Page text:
2. Information Architecture Used to Manage Multi-Domain Data Analysis in Intensively Managed Landscape - Critical Zone Observatory

    Science.gov (United States)

    Kooper, R.; Angelo, B.; Marini, L.; Kumar, P.; Muste, M.

    2016-12-01

    The Intensively Managed Landscapes-Critical Zone Observatory (IML-CZO) is a multi-agency partnership that aims to understand the coevoluationary dynamics of change in the context of the landscape, soil, and biota. The Data Management aspect of IML-CZO provides data preservation and analysis for each of the scientific domains as they pursue environmental monitoring throughout the midwestern United States. Data Management is facilitated via data ingestion and storage through Clowder, an open-source, scalable data repository for organizing and analyzing data; and Geodashboard, a web application that provides exploring, querying, visualizing and downloading the data ingested into Clowder. The data collected covers many domains including geology, hydrology, and bioengineering. The data across these domains varies greatly; from real-time streams of environmental measurements to individual soil samples that are sent through a series of laboratories for analysis. All data can be uploaded to Clowder where metadata can be extracted or dynamically calculated based on the nature of the information. Geodashboard was created to provide scientists with a tool to explore data across these varying domains, and to visualize the extracted data from Clowder. Once Clowder has extracted the data, it is available for querying from a REST API for standardized and streamlined access. Users are able to explore the data on multiple axis, and are able to download data across multiple domains in a standardized format for further analysis and research. IML-CZO's Clowder has over 60 users and over 180 datasets. There are over 1.1 million extracted data points that date back to 1992, and it is continually growing.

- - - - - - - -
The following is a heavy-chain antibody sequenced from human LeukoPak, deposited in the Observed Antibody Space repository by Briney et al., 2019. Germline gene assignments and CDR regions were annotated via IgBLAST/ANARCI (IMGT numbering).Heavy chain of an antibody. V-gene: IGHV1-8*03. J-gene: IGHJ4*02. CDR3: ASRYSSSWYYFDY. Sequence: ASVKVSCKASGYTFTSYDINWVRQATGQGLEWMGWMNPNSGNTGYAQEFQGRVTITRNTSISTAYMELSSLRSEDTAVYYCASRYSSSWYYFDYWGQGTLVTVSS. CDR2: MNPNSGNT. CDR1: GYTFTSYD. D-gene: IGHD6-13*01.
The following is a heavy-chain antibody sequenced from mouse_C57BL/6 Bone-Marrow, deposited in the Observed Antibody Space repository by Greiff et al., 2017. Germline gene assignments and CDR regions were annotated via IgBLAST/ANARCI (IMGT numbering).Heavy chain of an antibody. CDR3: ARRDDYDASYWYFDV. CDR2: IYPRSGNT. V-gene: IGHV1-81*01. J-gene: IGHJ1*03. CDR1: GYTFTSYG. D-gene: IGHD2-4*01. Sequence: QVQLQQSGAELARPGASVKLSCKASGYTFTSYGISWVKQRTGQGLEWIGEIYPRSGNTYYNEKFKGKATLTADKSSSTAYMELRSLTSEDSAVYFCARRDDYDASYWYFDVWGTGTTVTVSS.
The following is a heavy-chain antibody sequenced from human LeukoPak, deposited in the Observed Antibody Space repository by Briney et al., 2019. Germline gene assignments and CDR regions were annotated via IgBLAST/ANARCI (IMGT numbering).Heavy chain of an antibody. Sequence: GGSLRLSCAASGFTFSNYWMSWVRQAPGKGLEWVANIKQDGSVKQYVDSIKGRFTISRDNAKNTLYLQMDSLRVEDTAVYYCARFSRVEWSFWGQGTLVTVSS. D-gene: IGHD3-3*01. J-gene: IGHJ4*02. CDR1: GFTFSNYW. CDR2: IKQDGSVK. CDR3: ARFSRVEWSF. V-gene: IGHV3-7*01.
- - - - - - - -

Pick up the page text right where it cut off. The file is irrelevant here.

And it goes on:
3. Report to the Board of Regents State University System of Florida. Review of Programs: Architecture, Architectural Technology, Landscape Architecture, Interior Design, Construction and Construction Technology, Building Construction, Urban and Regional Planning.

    Science.gov (United States)

    McMinn, William G.